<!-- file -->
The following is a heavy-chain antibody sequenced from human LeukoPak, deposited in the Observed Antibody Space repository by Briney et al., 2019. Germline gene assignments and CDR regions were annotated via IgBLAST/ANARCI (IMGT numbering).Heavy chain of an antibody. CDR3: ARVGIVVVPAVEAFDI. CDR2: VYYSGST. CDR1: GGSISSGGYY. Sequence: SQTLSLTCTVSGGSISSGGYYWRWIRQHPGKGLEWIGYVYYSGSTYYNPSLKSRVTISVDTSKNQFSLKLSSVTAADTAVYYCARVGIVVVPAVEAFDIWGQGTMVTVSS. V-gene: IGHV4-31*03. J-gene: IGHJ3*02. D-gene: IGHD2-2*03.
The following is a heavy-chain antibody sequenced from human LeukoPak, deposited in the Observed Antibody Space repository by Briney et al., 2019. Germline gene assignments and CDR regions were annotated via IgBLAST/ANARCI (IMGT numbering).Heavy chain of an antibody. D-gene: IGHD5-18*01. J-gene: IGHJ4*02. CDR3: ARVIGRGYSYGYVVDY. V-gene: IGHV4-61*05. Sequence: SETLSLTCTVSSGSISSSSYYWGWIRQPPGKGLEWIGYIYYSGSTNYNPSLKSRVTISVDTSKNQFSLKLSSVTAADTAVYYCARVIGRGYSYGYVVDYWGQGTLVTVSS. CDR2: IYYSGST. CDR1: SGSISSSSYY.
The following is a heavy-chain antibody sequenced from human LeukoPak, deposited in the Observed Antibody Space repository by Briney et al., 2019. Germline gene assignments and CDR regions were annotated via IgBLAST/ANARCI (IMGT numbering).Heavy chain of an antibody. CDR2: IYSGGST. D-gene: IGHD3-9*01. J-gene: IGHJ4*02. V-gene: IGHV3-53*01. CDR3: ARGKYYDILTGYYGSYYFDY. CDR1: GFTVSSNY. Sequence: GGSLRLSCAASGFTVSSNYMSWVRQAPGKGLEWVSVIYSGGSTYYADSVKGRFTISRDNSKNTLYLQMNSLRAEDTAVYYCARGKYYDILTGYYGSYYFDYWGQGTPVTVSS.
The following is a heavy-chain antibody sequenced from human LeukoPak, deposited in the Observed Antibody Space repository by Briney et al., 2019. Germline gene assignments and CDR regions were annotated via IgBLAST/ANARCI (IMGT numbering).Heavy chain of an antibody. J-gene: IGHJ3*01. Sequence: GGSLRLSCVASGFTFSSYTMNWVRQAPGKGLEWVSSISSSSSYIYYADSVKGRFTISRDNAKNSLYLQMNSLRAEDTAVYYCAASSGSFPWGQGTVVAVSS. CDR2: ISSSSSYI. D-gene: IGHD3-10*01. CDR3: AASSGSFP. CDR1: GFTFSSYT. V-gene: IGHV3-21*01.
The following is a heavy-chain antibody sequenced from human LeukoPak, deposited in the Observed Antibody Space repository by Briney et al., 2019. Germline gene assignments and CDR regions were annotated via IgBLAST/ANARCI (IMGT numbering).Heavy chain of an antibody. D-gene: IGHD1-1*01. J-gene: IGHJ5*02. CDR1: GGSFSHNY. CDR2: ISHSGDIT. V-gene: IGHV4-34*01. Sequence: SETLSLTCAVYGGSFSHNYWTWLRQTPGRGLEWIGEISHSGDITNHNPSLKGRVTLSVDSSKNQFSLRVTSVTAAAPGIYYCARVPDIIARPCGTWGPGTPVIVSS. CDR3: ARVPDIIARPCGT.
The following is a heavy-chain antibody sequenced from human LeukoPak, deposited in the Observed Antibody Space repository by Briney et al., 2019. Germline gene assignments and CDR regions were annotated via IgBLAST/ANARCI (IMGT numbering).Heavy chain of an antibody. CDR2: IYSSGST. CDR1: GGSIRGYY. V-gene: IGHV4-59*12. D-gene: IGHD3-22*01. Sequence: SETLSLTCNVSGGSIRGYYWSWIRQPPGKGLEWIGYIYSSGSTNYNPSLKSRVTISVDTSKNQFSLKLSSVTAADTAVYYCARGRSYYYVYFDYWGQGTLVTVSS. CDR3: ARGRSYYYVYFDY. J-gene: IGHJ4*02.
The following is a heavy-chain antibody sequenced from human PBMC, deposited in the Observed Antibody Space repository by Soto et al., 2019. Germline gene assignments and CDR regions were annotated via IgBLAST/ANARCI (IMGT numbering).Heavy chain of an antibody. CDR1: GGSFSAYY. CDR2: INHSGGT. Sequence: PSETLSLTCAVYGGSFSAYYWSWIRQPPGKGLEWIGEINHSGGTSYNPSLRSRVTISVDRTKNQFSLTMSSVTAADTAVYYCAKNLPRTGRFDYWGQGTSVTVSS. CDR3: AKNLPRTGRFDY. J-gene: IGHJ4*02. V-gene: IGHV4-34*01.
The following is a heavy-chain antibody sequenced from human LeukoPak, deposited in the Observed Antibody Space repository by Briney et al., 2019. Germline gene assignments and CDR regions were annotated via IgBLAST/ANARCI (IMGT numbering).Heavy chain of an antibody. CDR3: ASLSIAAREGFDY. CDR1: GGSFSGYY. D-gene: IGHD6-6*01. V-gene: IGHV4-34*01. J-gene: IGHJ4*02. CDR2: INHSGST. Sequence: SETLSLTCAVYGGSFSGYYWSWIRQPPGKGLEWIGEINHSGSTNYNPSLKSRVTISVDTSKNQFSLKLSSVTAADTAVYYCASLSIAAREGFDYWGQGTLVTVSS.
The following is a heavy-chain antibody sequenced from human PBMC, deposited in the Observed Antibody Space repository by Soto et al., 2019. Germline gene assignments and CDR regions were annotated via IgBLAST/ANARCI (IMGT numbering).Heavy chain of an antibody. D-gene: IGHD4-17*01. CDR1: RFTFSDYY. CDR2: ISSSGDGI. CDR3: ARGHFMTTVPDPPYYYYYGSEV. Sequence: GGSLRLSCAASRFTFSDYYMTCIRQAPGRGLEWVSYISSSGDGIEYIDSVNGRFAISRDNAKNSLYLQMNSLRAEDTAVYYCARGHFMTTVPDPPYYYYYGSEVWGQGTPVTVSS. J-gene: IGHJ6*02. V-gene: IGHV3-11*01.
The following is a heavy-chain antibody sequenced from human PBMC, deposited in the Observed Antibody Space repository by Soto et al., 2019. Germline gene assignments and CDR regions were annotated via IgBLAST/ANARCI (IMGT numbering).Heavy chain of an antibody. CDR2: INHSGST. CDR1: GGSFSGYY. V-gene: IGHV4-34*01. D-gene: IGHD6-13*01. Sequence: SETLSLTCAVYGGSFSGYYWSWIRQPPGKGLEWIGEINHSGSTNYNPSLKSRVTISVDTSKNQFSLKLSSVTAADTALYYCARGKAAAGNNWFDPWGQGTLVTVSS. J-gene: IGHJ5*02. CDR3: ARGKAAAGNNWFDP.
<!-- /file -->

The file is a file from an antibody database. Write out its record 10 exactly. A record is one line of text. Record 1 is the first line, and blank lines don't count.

The following is a heavy-chain antibody sequenced from human PBMC, deposited in the Observed Antibody Space repository by Soto et al., 2019. Germline gene assignments and CDR regions were annotated via IgBLAST/ANARCI (IMGT numbering).Heavy chain of an antibody. CDR2: INHSGST. CDR1: GGSFSGYY. V-gene: IGHV4-34*01. D-gene: IGHD6-13*01. Sequence: SETLSLTCAVYGGSFSGYYWSWIRQPPGKGLEWIGEINHSGSTNYNPSLKSRVTISVDTSKNQFSLKLSSVTAADTALYYCARGKAAAGNNWFDPWGQGTLVTVSS. J-gene: IGHJ5*02. CDR3: ARGKAAAGNNWFDP.